About 95% of a nonprofit’s revenue come from 5% of its donors. Most times, that 5% consists of principal donors, and they are the exact kind of donors that nonprofits need to create a segment for and steward strategically.
This article will define principal gifts and offer three best practices for principal gifts fundraising:
What Are Principal Gifts?
Principal gifts are the largest gifts that an organization can receive. The size of a principal gift will generally scale with a nonprofit’s size. For some nonprofits, principal gifts may be larger than $500,000, while for others, they could be greater than $10,000,000.
1. Define the Problem AI Solves
Principal gifts are much bigger than major gifts. They are also fewer and farther between, but if your organization can secure one principal gift, it can change the trajectory of your work.
Fundraisers will often work for years on soliciting a principal gift because they are so large, whereas a major gift will not often require so much effort. Principal gifts can also come in forms other than cash, like in-kind donations or assets such as properties or artwork.
Gifts of this size can require an extensive amount of forethought and planning on behalf of donors because they are so large and often come in forms other than cash. They may plan a gift for years, which requires more resources for solicitation than most major gifts.
Despite all of the extra resources that a principal gift requires of your fundraising team, the payoff can be (literally) huge. Here are three best practices we recommend for acquiring principal gifts:
Best Practices For Acquiring Principal Gifts
1. Map out your principle gift cycle
Principal gifts require a specialized solicitation process and strategy. A gift of this size is a large commitment by principal gift donors. Choosing your organization says a lot about them as individuals or businesses, so they may need more time and engagement with your organization to feel committed enough to make the donation, especially when gifts of this size are covered in the media.
Consider creating a specific principal gift strategy tailored to the needs of principal gift donors. Because this gift cycle will likely be drawn out over many years, the cycle will also look different. Here are four steps of the principal gift-giving cycle to keep in mind:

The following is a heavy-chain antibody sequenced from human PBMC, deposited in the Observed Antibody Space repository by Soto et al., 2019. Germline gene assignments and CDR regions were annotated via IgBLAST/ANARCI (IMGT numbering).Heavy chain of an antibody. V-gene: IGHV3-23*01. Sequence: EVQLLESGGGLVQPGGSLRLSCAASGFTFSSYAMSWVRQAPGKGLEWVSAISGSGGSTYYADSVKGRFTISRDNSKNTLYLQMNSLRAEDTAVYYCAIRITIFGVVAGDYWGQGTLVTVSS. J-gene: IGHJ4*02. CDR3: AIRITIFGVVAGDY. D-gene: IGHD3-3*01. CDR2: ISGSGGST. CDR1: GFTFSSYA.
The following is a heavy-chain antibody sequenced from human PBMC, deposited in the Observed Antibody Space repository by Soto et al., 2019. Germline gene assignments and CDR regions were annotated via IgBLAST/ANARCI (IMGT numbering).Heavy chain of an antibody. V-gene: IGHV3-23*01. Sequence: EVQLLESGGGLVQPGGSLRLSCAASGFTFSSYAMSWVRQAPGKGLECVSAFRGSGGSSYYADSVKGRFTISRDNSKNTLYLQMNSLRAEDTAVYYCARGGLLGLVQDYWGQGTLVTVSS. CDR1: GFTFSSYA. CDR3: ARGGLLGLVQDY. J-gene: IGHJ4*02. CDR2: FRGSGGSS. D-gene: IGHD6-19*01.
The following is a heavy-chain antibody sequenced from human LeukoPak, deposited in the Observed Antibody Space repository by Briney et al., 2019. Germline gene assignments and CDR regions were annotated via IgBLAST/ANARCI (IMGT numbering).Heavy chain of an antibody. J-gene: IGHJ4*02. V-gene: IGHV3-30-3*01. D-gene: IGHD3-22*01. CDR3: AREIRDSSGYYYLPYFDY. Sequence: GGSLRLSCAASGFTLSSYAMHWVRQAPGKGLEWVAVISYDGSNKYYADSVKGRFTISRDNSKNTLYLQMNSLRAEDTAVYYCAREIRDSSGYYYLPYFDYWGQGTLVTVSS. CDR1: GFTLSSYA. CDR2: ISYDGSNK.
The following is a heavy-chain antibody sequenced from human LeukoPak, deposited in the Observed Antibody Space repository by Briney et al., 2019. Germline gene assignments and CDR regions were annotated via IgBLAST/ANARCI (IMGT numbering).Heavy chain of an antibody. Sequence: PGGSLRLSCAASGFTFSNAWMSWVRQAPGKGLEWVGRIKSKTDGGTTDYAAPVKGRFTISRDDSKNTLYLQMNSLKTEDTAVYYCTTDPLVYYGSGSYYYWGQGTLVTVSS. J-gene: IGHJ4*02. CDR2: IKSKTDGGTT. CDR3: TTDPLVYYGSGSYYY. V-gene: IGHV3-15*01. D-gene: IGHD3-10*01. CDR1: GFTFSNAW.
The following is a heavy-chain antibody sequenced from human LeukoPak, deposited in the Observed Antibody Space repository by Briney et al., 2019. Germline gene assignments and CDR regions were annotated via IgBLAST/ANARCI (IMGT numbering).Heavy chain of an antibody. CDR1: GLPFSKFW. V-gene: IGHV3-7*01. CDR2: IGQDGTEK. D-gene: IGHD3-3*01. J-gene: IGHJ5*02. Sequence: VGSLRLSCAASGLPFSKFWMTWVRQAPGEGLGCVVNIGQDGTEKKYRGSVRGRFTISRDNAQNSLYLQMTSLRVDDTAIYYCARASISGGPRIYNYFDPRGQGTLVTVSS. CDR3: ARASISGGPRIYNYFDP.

At the identification stage, capacity and inclination are the two factors that will help you determine whether to qualify a principal donor.
Capacity at this level of fundraising refers to wealth. You should set up wealth indicators in your CRM so that you are notified when donors become capable of a principal gift.
Inclination is the other important indicator to qualify a donor. Donors may have the capacity to give to your organization but, when considering their inclination, you evaluate how much of a philanthropic priority your organization is to them.
Indicators of inclination that you should watch in your database include: having a personal connection to your services, recency of their past gifts, event attendance, volunteer frequency, etc.
Cultivation involves getting to know the prospects you’ve identified. It involves improving your relationship with the prospects and communicating the impact of their potential contributions.
Your organization’s goals and mission must align with the prospects’ philanthropic motivations. By cultivating your donor relationship, you can establish common grounds to help the next stage of the process be more straightforward.
Solicitation is a critical, delicate process, especially when targeting principal donors and gifts. At this stage, you should have solidified your relationship with the donor or prospect. If you’ve done that, you can ascertain the right ask amount and the ideal time to ask. You could also use KIT to make these predictions based on existing data.
You may be inclined to ignore the stewardship stage after a principal gift has been contributed, thinking the donor may be done with your organization. However, this stage is vital for showing gratitude to your principal donors and highlighting their contribution’s impact.